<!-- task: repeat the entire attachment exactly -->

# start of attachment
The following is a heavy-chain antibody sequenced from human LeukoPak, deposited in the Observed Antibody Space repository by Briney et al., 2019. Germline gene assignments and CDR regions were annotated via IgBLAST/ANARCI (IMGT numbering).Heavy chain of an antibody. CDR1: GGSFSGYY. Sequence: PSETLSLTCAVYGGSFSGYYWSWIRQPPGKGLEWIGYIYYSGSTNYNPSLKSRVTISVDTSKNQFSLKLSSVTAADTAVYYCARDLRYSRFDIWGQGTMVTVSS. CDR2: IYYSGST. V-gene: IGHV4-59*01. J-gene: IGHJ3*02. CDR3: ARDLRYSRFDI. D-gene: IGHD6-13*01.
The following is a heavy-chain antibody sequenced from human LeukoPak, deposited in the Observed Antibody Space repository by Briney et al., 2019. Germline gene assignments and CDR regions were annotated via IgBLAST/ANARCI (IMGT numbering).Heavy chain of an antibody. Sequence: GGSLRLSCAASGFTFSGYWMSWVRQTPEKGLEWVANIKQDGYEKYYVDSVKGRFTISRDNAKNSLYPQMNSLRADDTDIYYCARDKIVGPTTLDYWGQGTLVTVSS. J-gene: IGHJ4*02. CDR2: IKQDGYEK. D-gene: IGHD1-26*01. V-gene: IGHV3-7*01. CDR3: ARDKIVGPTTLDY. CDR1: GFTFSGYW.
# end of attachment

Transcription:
The following is a heavy-chain antibody sequenced from human LeukoPak, deposited in the Observed Antibody Space repository by Briney et al., 2019. Germline gene assignments and CDR regions were annotated via IgBLAST/ANARCI (IMGT numbering).Heavy chain of an antibody. CDR1: GGSFSGYY. Sequence: PSETLSLTCAVYGGSFSGYYWSWIRQPPGKGLEWIGYIYYSGSTNYNPSLKSRVTISVDTSKNQFSLKLSSVTAADTAVYYCARDLRYSRFDIWGQGTMVTVSS. CDR2: IYYSGST. V-gene: IGHV4-59*01. J-gene: IGHJ3*02. CDR3: ARDLRYSRFDI. D-gene: IGHD6-13*01.
The following is a heavy-chain antibody sequenced from human LeukoPak, deposited in the Observed Antibody Space repository by Briney et al., 2019. Germline gene assignments and CDR regions were annotated via IgBLAST/ANARCI (IMGT numbering).Heavy chain of an antibody. Sequence: GGSLRLSCAASGFTFSGYWMSWVRQTPEKGLEWVANIKQDGYEKYYVDSVKGRFTISRDNAKNSLYPQMNSLRADDTDIYYCARDKIVGPTTLDYWGQGTLVTVSS. J-gene: IGHJ4*02. CDR2: IKQDGYEK. D-gene: IGHD1-26*01. V-gene: IGHV3-7*01. CDR3: ARDKIVGPTTLDY. CDR1: GFTFSGYW.